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Connected by ambigrams

Punya Mishra blogs a “story that connects cognitive scientist Douglas Hofstader, Oriya writer and poet J. P. Das, and the father of non-violence Mahatma Gandhi.” It contains some of my favorite things: Reflections on the nature of the Web, “serendipitous connectability,” and Scott Kim-style ambigrams.

Ambigrams are words printed in such a way that they can be read in ambiguous ways. Sometimes they can be read backwards and forwards (even though they’re not palindromes), sometimes they can be inverted or flipped, sometimes they contain other words (e.g., “true” written in such a way that you can also read it as “false”). Scott Kim‘s book Inversions has long been a favorite of mine, and the current issues of the relatively obscure journal WordWays has another bunch.

Punya recounts how it came to his attention that none other than Mahatma Gandhi worked on writing his name so that it could be read at one and the same time in English or in Hindi. (He has provided a scan of the pages of the book by an Indian civil servant that discloses this.) The path to this discovery is unlikely, reaching through strangers, hyperlinks and family. And it leads to an ambigram by Gandhi!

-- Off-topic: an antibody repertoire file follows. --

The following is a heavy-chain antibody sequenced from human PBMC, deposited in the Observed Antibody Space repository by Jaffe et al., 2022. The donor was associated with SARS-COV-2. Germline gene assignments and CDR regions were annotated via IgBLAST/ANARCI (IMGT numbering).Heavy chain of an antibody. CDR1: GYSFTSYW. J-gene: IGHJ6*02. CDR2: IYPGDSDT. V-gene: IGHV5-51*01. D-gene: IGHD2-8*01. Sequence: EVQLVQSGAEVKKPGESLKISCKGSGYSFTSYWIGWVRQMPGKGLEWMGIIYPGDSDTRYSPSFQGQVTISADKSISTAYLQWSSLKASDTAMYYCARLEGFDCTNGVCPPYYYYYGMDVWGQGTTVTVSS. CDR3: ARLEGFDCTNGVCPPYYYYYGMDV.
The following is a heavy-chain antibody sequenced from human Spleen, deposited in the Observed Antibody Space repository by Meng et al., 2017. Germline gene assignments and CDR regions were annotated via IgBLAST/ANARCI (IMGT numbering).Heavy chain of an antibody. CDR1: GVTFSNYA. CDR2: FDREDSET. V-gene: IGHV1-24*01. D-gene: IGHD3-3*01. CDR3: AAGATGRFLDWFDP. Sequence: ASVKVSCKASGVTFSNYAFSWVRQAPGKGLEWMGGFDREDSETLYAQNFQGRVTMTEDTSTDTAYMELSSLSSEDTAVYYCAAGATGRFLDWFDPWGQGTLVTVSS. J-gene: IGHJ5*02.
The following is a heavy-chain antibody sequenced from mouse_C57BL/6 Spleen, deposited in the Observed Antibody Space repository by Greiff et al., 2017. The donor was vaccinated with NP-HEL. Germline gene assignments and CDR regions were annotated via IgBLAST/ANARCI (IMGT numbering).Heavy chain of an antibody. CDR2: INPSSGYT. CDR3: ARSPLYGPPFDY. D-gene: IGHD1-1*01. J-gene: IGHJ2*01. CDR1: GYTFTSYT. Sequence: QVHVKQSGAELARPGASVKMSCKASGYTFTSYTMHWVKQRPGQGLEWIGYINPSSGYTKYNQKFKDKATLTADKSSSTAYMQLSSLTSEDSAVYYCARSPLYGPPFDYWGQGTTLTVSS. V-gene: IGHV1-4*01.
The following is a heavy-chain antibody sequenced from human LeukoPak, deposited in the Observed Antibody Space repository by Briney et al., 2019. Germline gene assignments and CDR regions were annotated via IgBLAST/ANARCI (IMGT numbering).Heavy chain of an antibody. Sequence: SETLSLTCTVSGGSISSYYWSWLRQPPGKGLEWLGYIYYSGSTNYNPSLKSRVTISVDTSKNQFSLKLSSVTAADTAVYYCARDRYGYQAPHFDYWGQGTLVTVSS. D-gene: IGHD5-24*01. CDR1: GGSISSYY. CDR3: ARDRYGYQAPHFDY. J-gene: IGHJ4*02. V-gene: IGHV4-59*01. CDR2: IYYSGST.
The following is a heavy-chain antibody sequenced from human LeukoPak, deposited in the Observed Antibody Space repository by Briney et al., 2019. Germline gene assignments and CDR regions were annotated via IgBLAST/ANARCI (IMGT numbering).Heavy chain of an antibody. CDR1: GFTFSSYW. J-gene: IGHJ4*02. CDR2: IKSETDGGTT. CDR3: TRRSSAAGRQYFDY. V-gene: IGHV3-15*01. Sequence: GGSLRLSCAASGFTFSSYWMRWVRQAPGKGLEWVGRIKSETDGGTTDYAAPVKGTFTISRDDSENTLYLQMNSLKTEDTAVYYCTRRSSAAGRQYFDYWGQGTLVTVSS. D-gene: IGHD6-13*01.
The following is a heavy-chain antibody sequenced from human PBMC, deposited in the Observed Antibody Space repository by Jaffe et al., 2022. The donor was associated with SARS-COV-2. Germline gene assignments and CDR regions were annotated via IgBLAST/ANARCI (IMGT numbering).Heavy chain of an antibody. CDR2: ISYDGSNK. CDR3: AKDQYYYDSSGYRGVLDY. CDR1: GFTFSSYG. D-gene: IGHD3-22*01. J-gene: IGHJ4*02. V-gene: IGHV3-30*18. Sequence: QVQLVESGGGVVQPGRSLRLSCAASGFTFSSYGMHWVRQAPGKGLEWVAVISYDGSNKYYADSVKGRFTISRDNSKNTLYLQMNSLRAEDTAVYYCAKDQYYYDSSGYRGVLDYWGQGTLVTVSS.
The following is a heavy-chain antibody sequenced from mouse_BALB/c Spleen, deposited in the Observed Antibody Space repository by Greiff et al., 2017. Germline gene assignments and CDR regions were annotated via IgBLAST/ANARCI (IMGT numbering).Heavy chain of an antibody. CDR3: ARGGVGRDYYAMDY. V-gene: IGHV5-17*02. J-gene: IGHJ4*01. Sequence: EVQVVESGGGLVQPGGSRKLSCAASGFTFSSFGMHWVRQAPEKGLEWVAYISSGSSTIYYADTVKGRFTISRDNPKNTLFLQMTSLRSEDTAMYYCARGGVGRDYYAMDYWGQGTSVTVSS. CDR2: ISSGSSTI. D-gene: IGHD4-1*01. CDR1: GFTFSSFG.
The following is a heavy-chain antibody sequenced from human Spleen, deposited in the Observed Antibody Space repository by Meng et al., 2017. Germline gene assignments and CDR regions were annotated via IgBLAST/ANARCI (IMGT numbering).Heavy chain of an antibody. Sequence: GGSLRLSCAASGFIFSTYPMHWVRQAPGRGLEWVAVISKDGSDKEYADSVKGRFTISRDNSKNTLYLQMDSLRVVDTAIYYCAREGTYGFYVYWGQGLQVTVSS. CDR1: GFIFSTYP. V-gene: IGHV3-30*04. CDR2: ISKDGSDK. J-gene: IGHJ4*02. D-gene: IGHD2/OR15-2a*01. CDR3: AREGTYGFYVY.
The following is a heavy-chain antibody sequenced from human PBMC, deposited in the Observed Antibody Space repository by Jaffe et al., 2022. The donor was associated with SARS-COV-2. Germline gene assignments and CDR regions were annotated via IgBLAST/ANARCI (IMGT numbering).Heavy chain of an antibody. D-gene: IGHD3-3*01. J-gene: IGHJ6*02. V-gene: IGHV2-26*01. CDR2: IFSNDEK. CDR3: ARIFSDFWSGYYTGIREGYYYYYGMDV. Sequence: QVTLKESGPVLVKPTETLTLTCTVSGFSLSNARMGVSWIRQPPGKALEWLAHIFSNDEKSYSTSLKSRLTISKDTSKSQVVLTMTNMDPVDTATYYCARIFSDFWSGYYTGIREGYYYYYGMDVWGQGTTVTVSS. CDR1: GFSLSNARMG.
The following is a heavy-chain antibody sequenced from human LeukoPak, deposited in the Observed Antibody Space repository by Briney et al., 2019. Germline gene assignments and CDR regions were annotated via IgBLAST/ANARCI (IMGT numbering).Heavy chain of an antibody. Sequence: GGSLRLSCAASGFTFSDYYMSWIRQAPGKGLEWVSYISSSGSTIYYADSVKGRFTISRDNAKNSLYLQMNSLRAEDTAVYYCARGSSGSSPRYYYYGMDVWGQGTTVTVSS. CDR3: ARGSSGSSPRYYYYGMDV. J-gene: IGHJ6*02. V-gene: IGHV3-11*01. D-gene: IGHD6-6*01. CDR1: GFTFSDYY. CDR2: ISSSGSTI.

(Note that I did indeed find this page by ego-surfing my own name, since Punya cites a book of mine. But, rather than attributing this to my own narcissism, let’s just attribute it to what Punya calls serendipitious connectability.) [Tags: ]


WowTattoos has ambigrams for over 1,000 names, and a generator for words it doesn’t have. They’re not as beautifully clever as Scott Kim’s — they tend to look like gothic text — but it’s still pretty impressive.

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